This week, the President discussed the status of the negotiations with Prime Minister Rudd, Chancellor Merkel, President Sarkozy, and Prime Minister Brown and concluded that there appears to be an emerging consensus that a core element of the Copenhagen accord should be to mobilize $10 billion a year by 2012 to support adaptation and mitigation in developing countries, particularly the most vulnerable and least developed countries that could be destabilized by the impacts of climate change. The United States will pay its fair share of that amount and other countries will make substantial commitments as well. In Copenhagen, we also need to address the need for financing in the longer term to support adaptation and mitigation in developing countries. Providing this assistance is not only a humanitarian imperative – it’s an investment in our common security, as no climate change accord can succeed if it does not help all countries reduce their emissions. [my highlighting]One of the central obstacles has been financing for adaptation and mitigation efforts in the most vulnerable countries (vulnerable most often because poor). All of a sudden, we have a real possibility of a major agreement coming out of Copenhagen. It's about time.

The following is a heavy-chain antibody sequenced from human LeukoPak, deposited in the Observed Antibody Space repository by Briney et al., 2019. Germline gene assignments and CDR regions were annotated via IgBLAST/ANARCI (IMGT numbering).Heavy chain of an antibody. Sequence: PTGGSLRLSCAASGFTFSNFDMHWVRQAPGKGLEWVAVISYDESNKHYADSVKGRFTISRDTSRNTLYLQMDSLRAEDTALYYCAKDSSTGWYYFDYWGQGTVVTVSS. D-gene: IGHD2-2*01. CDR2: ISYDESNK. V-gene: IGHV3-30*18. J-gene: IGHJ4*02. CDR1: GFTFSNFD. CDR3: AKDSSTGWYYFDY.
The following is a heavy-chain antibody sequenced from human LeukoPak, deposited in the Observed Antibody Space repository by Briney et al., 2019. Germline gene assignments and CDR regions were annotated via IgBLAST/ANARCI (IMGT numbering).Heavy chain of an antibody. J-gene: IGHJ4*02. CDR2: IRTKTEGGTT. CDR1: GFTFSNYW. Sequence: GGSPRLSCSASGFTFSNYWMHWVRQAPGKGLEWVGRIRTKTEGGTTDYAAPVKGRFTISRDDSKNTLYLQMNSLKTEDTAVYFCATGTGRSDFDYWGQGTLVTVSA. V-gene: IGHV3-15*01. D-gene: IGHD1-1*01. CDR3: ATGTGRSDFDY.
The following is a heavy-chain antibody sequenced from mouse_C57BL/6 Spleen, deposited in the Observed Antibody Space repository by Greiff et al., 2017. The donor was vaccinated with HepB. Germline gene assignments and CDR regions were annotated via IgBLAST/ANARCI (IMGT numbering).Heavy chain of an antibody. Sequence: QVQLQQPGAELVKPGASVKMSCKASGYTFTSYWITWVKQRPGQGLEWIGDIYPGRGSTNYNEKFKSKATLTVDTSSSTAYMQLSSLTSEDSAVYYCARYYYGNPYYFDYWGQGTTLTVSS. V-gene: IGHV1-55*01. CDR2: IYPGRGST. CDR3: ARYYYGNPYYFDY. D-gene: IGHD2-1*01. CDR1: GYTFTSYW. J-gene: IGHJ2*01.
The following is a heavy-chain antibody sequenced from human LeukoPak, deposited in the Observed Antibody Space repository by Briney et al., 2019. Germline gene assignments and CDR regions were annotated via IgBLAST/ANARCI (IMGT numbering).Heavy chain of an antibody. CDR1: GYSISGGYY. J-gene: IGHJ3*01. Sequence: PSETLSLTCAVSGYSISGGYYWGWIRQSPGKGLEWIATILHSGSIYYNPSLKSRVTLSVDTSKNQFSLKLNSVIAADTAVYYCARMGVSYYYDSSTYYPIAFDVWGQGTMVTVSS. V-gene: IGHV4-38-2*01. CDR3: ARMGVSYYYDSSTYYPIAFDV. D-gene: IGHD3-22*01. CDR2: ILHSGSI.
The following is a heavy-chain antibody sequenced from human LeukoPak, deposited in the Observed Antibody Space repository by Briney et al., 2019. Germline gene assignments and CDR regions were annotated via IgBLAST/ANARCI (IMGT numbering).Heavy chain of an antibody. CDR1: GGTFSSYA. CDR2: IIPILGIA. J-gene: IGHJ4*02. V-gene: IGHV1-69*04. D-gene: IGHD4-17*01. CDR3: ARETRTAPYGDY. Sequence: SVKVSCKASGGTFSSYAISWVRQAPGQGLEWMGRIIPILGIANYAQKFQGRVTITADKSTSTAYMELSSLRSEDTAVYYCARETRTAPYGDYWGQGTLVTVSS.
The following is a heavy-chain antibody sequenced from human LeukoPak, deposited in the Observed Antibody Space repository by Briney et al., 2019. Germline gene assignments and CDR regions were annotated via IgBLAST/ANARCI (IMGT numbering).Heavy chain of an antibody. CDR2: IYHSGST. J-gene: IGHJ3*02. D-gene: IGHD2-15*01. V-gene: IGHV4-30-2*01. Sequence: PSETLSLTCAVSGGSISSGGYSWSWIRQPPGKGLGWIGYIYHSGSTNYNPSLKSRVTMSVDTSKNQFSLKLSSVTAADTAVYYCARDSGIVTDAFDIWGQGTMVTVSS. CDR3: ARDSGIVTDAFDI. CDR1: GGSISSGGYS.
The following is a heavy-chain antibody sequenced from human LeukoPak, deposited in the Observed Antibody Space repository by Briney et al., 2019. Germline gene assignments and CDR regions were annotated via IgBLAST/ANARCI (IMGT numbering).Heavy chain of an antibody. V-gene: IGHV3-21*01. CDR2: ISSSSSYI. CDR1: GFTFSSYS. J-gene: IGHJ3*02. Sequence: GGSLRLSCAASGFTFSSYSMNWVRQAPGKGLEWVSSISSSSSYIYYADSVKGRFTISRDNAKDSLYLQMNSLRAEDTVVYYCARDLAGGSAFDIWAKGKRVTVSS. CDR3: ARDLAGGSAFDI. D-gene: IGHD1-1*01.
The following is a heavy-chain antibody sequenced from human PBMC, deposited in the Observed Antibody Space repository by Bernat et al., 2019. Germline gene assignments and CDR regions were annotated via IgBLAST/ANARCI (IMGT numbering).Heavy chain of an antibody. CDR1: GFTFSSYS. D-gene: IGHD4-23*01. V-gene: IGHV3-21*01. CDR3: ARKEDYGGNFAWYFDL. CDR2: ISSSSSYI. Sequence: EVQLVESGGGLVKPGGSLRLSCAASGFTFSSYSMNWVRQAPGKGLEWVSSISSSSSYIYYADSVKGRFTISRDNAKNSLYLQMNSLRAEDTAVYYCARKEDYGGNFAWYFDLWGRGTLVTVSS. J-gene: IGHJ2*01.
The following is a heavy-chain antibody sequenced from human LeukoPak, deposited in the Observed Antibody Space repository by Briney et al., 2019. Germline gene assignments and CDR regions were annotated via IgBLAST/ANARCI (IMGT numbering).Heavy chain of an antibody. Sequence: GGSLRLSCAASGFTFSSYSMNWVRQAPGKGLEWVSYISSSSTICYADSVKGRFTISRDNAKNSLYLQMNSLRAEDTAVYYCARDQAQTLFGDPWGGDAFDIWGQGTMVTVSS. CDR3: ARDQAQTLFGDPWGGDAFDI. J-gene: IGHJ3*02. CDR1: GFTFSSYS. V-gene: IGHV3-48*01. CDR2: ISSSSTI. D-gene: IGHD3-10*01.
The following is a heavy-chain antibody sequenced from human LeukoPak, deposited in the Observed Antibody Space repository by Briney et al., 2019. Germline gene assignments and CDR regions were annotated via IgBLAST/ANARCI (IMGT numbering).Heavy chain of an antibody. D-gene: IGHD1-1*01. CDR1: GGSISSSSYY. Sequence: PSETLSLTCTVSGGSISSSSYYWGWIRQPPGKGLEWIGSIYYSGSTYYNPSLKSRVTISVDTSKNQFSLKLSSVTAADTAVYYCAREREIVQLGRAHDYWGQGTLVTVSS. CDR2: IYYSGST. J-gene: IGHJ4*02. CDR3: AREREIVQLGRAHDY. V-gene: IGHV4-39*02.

Friday, December 04, 2009
Major News for the Copenhagen UNFCCC Summit
The White House released a statement an hour or so ago saying that Pres. Obama will be in Copenhagen on the final day of the meetings, December 18th, rather than on the 9th. This is hugely significant in itself. Further, this is the major part of the statement: